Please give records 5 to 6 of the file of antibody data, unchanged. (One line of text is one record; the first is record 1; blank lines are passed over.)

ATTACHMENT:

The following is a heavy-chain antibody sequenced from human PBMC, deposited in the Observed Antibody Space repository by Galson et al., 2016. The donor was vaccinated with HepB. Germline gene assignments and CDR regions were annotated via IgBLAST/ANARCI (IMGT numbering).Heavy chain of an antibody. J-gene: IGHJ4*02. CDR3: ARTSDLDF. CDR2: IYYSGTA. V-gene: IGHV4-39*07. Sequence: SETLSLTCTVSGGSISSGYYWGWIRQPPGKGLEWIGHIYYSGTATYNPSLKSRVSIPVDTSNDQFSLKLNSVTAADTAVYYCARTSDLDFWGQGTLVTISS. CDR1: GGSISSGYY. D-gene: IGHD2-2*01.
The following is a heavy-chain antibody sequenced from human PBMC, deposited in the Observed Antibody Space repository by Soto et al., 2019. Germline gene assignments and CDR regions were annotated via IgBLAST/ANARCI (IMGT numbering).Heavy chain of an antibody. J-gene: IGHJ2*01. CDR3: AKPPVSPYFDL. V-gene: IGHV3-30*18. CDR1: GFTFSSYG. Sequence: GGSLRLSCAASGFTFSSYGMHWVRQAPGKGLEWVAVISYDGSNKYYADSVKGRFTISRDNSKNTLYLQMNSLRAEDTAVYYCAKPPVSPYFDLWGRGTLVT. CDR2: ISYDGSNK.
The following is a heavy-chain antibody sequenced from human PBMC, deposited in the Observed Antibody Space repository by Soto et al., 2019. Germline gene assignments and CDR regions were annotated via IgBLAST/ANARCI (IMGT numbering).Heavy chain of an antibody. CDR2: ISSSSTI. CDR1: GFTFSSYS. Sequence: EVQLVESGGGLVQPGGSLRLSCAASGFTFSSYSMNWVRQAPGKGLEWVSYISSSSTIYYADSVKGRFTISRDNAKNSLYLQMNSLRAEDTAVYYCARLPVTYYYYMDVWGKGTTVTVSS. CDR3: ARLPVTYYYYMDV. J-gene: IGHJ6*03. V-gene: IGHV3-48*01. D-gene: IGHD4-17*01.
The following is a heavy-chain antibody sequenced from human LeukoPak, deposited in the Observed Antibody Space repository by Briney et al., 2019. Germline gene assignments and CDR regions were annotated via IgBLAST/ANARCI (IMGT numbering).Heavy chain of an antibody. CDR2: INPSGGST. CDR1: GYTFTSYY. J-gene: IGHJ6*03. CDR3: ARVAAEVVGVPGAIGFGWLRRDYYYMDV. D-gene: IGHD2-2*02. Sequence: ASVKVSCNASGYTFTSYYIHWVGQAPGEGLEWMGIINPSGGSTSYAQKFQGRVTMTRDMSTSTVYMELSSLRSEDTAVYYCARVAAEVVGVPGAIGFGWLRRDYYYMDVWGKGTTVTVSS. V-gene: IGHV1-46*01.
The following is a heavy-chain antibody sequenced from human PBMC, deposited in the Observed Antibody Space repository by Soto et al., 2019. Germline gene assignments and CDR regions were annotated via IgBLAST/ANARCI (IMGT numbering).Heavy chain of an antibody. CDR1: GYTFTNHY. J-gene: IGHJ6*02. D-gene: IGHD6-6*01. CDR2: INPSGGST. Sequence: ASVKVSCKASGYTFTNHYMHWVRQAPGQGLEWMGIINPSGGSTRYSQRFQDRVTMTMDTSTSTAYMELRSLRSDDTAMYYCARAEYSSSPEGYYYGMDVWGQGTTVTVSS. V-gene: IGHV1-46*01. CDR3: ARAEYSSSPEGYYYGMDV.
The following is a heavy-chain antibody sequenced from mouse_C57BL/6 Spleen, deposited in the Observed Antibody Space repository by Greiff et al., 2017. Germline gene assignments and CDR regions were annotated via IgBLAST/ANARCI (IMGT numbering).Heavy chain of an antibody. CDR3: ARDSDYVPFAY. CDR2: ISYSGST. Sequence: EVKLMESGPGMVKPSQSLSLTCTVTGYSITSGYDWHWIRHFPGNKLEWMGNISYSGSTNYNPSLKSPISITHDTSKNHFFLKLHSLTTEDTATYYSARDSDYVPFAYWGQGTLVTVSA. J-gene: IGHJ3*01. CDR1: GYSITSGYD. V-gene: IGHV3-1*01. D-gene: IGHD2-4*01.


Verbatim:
The following is a heavy-chain antibody sequenced from human PBMC, deposited in the Observed Antibody Space repository by Soto et al., 2019. Germline gene assignments and CDR regions were annotated via IgBLAST/ANARCI (IMGT numbering).Heavy chain of an antibody. CDR1: GYTFTNHY. J-gene: IGHJ6*02. D-gene: IGHD6-6*01. CDR2: INPSGGST. Sequence: ASVKVSCKASGYTFTNHYMHWVRQAPGQGLEWMGIINPSGGSTRYSQRFQDRVTMTMDTSTSTAYMELRSLRSDDTAMYYCARAEYSSSPEGYYYGMDVWGQGTTVTVSS. V-gene: IGHV1-46*01. CDR3: ARAEYSSSPEGYYYGMDV.
The following is a heavy-chain antibody sequenced from mouse_C57BL/6 Spleen, deposited in the Observed Antibody Space repository by Greiff et al., 2017. Germline gene assignments and CDR regions were annotated via IgBLAST/ANARCI (IMGT numbering).Heavy chain of an antibody. CDR3: ARDSDYVPFAY. CDR2: ISYSGST. Sequence: EVKLMESGPGMVKPSQSLSLTCTVTGYSITSGYDWHWIRHFPGNKLEWMGNISYSGSTNYNPSLKSPISITHDTSKNHFFLKLHSLTTEDTATYYSARDSDYVPFAYWGQGTLVTVSA. J-gene: IGHJ3*01. CDR1: GYSITSGYD. V-gene: IGHV3-1*01. D-gene: IGHD2-4*01.